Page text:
Corteva Agriscience, Agriculture Division of DowDuPont, has announced that the Brazilian National Biosafety Technical Committee (CTNBio) issued a positive technical opinion authorising the cultivation and commercialisation of WideStrike 3 cotton in Brazil. This technology will be available for launching in the 2019 growing season in Brazil.
WideStrike 3 is an advanced insect protection pyramid which contains three proteins: Cry1Ac and Cry1F proteins plus a vegetative insecticidal protein (Vip3A) from Bacillus thuringiensis (Bt). It provides superior season-long protection throughout the cotton plant from a wide spectrum of damaging lepidopteran pests, such as fall armyworm and the American bollworm. Multiple modes of actions can improve resistance management and durability of the technology.
“Brazilian growers need access to advanced technologies with improved performance to maximise yields and extend the longevity of technology,” said Larry Robertson, Corteva Agriscience global portfolio leader – Oilseed Crops. “Widestrike 3 is a new tool to meet growers’ expectations.”
WideStrike 3 has received commercial approval in several countries, and most recently in Brazil. CTNBio is the Brazilian National Biosafety Technical Commission under the Ministry of science, Technology, Innovations and Communications (MCTIC). It is responsible for the evaluation of biosafety requirements for genetically modified organisms (GMOs). CTNBio has completed its evaluation of the WideStrike 3 Insect Protection Trait for commercial release and its positive technical opinion authorises the cultivation and commercialisation of this technology in Brazil, said Corteva Agriscience in a report.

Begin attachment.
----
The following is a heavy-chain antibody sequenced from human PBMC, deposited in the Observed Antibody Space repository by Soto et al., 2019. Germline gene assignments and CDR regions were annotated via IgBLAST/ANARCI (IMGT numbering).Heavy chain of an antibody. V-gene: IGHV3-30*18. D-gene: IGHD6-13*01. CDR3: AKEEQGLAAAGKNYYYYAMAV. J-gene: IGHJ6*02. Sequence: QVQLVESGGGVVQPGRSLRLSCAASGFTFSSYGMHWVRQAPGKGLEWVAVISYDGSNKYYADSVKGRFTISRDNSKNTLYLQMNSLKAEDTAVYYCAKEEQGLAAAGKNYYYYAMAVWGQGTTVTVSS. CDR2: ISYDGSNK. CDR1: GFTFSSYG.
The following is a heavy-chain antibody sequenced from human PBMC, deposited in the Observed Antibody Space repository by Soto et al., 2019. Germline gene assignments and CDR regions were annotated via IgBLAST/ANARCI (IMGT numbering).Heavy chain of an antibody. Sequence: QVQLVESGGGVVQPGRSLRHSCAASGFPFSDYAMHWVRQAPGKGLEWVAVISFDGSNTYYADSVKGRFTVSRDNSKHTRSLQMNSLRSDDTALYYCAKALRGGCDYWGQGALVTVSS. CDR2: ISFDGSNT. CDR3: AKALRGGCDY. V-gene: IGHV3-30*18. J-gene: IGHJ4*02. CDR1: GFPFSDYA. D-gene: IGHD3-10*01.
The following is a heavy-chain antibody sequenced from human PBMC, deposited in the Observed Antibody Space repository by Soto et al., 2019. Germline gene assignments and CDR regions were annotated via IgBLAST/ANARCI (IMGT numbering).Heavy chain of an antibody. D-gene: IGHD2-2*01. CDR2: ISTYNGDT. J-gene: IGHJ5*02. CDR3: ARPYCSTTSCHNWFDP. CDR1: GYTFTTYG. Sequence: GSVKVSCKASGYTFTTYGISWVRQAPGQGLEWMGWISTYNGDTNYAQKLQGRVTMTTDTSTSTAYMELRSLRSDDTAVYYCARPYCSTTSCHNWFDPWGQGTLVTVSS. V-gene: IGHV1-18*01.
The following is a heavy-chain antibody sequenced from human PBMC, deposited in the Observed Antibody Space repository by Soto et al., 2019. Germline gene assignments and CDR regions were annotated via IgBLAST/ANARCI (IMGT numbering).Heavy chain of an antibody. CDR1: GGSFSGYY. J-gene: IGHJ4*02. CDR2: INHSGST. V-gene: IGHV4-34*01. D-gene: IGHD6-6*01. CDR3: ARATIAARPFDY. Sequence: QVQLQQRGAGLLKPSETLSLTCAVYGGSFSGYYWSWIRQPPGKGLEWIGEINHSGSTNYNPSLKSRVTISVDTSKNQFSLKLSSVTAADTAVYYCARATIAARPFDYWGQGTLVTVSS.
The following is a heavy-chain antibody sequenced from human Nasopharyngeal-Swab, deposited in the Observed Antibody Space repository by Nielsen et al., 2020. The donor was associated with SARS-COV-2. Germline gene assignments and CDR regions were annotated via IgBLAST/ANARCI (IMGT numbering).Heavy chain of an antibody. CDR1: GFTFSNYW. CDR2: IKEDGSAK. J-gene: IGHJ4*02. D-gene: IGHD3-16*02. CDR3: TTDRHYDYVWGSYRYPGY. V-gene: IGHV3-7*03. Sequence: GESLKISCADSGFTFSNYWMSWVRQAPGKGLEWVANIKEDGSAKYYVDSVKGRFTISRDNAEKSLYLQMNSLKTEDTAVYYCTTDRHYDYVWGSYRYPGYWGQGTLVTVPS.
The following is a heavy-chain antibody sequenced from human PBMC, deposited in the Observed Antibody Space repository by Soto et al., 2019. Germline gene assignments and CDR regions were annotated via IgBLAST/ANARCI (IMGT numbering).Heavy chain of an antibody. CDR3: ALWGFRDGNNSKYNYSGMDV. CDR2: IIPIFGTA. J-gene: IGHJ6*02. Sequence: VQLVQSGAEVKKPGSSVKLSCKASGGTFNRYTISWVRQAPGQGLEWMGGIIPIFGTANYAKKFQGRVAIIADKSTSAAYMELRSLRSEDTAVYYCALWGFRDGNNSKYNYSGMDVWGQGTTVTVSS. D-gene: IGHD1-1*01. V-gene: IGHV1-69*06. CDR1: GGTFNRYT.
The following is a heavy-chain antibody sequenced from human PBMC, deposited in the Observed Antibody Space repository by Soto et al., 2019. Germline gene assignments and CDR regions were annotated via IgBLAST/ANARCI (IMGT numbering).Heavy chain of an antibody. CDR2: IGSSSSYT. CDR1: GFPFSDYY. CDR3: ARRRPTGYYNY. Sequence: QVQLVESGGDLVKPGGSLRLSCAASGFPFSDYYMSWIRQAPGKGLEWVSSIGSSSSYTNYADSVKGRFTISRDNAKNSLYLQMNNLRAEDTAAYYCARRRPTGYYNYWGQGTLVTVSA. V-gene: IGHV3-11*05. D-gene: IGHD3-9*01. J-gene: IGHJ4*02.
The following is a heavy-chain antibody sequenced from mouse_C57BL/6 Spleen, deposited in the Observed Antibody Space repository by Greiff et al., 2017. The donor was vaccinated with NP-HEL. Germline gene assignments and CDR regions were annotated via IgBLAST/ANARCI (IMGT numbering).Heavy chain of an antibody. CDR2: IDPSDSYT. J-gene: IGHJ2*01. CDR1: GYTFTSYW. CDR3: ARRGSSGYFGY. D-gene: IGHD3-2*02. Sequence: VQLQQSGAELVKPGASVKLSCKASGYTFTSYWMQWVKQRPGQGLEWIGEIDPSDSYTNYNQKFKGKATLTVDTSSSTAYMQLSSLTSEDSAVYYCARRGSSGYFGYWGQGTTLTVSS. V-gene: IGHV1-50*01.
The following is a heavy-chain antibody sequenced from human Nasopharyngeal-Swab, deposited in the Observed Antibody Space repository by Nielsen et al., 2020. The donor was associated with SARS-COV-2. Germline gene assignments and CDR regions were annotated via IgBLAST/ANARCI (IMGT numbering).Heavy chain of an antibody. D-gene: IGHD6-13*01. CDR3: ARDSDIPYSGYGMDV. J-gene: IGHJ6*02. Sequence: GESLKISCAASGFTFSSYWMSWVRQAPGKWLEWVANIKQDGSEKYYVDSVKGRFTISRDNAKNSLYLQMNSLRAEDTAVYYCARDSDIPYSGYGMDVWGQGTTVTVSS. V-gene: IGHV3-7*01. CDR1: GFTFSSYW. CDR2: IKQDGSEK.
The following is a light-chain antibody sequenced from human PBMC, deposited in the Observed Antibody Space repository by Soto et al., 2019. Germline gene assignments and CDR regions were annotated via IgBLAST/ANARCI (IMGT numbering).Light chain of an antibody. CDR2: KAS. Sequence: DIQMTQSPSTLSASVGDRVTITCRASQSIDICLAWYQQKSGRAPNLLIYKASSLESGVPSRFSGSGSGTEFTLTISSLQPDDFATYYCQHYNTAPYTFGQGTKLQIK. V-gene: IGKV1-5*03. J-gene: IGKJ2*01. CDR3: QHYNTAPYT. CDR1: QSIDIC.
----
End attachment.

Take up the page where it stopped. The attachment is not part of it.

“CTNBio has completed a thorough scientific and technical assessment,” said Robertson. “We are excited to be able to offer Widestrike 3 for use in cotton.” As part of the responsible development and deployment of leading Bt technologies, Corteva Agriscience is committed to working with Brazilian customers to include cotton products containing the WideStrike 3 as part of an insect resistance management program (IRM). IRM practices include refuge adoption, certified seeds, burndown, seed treatment, scouting for insect pests and controlling insect pests with sprays. Properly managing Bt cotton technology is essential to preserving it as a useful crop protection tool for years to come.